The idea of universal design in housing is not new. In spite of academic research proving the need for it, and practice guidelines based on real lives, we are still a long way from achieving access for everyone at home. Here are some resources with reasons for UD in housing.
Our homes have to work for us – all of us. COVID has highlighted how important this is. But do our current home designs support independent living and all home-based activities for the whole household? Probably not.
The Conversation has a timely article on how home design liberates people with disability or long term health condition and improves their quality of life. It is written in the context of the Australian Government’s housing stimulus package. The title of the article is, Renovations as stimulus? Home modifications can do so much more to transform people’s lives. The bottom line is that designs that increase independence, significantly decrease care hours and improve quality of life.
Currently, the community currently bears the cost of not having universal design features in our homes. Early entry to aged care, carers not being able to do paid work, increased falls, longer times in hospital, and the list goes on. And the features are good for everyone – it’s not special.
A home has to support people studying, working, doing a hobby, exercise or just needing a quiet space. And let’s not forget our personal care, household chores and maintenance. It also has to suit people caring for others – family members or paid staff.
NSW Government wants to set a 20 year vision for housing. The strategy covers housing supply, diversity, affordability and resilience. Housing for seniors and people with disability is listed as a separate category. It mentions national policies such as taxation, migration, financial regulation, and the NDIS. Nevertheless, it lacks reference to the National Disability Strategy, the Livable Housing Design Guidelines, and the current consultation Regulation Impact Statement for accessible housing. The strategy implies that the NDIS and Specialist Disability Accommodation will solve the problem.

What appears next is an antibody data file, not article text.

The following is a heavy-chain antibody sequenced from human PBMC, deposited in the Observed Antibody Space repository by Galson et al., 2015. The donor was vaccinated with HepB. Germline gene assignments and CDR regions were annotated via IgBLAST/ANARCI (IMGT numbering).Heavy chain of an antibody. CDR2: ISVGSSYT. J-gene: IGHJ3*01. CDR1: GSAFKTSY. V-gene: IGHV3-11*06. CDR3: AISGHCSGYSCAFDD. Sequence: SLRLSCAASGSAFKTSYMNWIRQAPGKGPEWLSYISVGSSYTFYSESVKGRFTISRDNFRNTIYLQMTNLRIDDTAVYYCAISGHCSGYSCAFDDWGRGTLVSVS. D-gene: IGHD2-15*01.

The proposed vision is:
“Housing that supports security, comfort and choice for all people at all stages of their lives, achieved through supply that meets the demand for diverse, affordable and resilient housing and responds to environmental, cultural, social and economic contexts.”
The document includes a set of discussion questions that can help people with their responses. There is also a Fact Bookwith the data used to form the draft strategy. It includes data on households with a person with disability on page 25.
Universal design in housing faces the same policy and industry challenges as the sustainability movement. Consumers are unclear about their choice, and confused by terminology and rating systems. Home builders are locked into supply chains that limit innovation, and financial institutions can’t see the value of such designs.
Tomorrow’s homes: A policy framework outlines how the structure of the housing industry creates restrictions on doing anything differently. It also has suggestions for appealing to consumers by using language they relate to. Comfortable, healthy, affordable, easy to use – in short, appealing to their aspirations. Consumers don’t frame their aspirations in words such as sustainable, accessible, or universal design. And they don’t aspire to ageing or disability.
The document concludes with a call for home builders to engage in the sustainable housing market now rather than wait for regulation. However, a voluntary approach hasn’t turned out well for accessible housing.
Anyone interested in the housing market and housing policy will find this a useful document. Easy to read and well laid out it argues the case for policy reform in housing design.
There are five key areas for healthy housing and accessibility is one of them.The WHO guidelines on housing and health and accessibility takes into consideration ageing populations and people with functional impairments. It recommends an “adequate proportion of housing stock should be accessible.
In the remarks section it argues that living in an accessible home improves both independence and health outcomes. Although the guidelinesargue for a proportion of housing stock it has put the issue on the agenda. It shows it is as important as all other factors. However, the notion of proportion can lead some agencies to think that means specialised and segregated housing. It is worth noting that the lead author of this section is an Australian, Professor Peter Phibbs.